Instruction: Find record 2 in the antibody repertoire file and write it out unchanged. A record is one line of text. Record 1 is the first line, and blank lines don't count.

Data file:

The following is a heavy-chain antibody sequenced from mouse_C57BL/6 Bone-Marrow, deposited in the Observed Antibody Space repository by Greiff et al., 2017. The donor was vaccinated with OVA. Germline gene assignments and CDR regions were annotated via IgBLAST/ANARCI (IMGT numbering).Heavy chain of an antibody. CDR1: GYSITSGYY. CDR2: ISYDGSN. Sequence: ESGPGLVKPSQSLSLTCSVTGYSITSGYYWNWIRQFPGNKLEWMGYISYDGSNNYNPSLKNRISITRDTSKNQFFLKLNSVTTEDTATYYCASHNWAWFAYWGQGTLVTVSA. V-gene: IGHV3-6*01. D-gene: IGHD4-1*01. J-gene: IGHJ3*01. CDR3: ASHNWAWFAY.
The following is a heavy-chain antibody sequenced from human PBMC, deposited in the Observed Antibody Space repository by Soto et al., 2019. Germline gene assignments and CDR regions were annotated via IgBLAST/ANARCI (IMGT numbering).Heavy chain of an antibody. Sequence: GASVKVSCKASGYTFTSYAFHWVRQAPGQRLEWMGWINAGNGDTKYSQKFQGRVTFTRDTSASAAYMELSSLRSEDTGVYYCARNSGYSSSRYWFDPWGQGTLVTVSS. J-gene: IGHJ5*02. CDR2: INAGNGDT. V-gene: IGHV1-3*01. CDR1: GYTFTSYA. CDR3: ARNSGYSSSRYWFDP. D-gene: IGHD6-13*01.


The following is a heavy-chain antibody sequenced from human PBMC, deposited in the Observed Antibody Space repository by Soto et al., 2019. Germline gene assignments and CDR regions were annotated via IgBLAST/ANARCI (IMGT numbering).Heavy chain of an antibody. Sequence: GASVKVSCKASGYTFTSYAFHWVRQAPGQRLEWMGWINAGNGDTKYSQKFQGRVTFTRDTSASAAYMELSSLRSEDTGVYYCARNSGYSSSRYWFDPWGQGTLVTVSS. J-gene: IGHJ5*02. CDR2: INAGNGDT. V-gene: IGHV1-3*01. CDR1: GYTFTSYA. CDR3: ARNSGYSSSRYWFDP. D-gene: IGHD6-13*01.